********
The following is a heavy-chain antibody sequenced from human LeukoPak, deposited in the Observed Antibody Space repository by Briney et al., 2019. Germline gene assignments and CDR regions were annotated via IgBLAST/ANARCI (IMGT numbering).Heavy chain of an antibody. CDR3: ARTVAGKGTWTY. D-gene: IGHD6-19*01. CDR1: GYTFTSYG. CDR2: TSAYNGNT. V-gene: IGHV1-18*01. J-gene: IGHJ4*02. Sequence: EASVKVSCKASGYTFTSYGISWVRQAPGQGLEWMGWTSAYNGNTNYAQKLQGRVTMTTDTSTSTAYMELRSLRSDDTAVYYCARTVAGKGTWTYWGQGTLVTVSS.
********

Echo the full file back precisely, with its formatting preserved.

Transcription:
The following is a heavy-chain antibody sequenced from human LeukoPak, deposited in the Observed Antibody Space repository by Briney et al., 2019. Germline gene assignments and CDR regions were annotated via IgBLAST/ANARCI (IMGT numbering).Heavy chain of an antibody. CDR3: ARTVAGKGTWTY. D-gene: IGHD6-19*01. CDR1: GYTFTSYG. CDR2: TSAYNGNT. V-gene: IGHV1-18*01. J-gene: IGHJ4*02. Sequence: EASVKVSCKASGYTFTSYGISWVRQAPGQGLEWMGWTSAYNGNTNYAQKLQGRVTMTTDTSTSTAYMELRSLRSDDTAVYYCARTVAGKGTWTYWGQGTLVTVSS.